So, four purple crayons for a fantastic if predictable story. I smiled and laughed and wanted to hug someone when I was finished reading it. :)


Tuesday, November 16, 2010


So, I sort of became an aunt last night. I say sort of because my sister surely didn't have a baby, but my cousin-in-law did - and our families are so close that I think aunt is a fitting title. Anyhow, I need help choosing books for this little one!

I have a hard enough time finding books for kindergartners that I am just completely clueless when it comes to baby books. I know that board books are in, especially textured ones. Simple pictures. Not a lot of text. I guess? I really don't know.

Please offer your suggestions of favorite books for babies!


Saturday, November 6, 2010

Zoey Zeta and the Sisters of Power by Robert Simon

Zoey Zeta and the Sisters of Power: Family Secrets written by Robert Simon, illustrated by Tomomi Sarafov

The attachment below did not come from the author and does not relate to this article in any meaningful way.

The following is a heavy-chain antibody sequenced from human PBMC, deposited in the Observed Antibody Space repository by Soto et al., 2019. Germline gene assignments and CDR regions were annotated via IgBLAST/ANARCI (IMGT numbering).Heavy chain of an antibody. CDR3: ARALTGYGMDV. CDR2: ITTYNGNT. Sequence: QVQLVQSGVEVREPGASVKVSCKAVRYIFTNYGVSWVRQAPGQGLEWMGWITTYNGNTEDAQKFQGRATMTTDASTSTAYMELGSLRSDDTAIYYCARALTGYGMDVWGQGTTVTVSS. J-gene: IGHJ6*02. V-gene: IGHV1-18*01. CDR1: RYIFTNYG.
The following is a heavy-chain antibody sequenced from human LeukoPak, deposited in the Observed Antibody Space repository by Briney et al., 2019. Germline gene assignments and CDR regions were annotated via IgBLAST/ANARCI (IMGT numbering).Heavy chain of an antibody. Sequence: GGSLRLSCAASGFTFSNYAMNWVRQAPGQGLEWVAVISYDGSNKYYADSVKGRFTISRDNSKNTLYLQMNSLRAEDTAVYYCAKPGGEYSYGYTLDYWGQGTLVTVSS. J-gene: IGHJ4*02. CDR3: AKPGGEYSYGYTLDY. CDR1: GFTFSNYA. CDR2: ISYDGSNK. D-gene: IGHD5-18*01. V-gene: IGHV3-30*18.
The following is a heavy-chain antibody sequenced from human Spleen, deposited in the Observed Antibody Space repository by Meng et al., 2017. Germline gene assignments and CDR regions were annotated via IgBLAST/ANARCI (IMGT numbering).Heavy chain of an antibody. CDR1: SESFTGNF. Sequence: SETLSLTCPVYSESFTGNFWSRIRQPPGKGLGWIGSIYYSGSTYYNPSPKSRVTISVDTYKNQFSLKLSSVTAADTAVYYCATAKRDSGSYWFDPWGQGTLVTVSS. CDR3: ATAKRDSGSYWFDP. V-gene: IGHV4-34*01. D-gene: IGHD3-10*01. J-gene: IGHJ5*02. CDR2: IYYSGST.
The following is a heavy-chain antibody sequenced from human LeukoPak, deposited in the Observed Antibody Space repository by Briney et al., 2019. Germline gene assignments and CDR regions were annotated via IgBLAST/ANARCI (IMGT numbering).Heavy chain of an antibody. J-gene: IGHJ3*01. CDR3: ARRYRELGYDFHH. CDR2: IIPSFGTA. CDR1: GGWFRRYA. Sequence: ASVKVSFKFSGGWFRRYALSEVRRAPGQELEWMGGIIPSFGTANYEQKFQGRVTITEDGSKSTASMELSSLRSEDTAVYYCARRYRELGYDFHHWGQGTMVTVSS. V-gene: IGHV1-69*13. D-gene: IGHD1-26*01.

published April 2010 by Zeta Comics
unpaged (paperback), children's graphic novel
*received from publisher

In this first story of Zoey Zeta and the Sisters of Power, Zoey the scientific genius, middle sister Ella the indestructible, and youngest sister Lexi the supersonic are getting ready for an activity-filled summer vacation when evil villain Dr. Impossible thwarts their plans and puts the country-most importantly kids and their parents-on lockdown. But these girls are superheroes; well, they will be, at least, once they come up with a name and a plan to stop Dr. Impossible.

I quite enjoyed this full-color graphic novel aimed at elementary girls who like superheroes too. The dialogue is smart, as shown by one of my favorite lines, "Parents are cautioned not to weep openly or uncontrollably in front of their children," (in reference to Dr. Impossible taking control of the media world). Because it's aimed at a young audience, I was afraid that the text may be too difficult for my students especially, but I don't think that's the case. Where the language is a bit more sophisticated, the illustrations clearly support it so that the story is not lost. The panels are easy to navigate and the colors just pop right off the page. I'm intrigued by the story, but I'm disappointed that it's separated into three parts. It was over before I really got into it.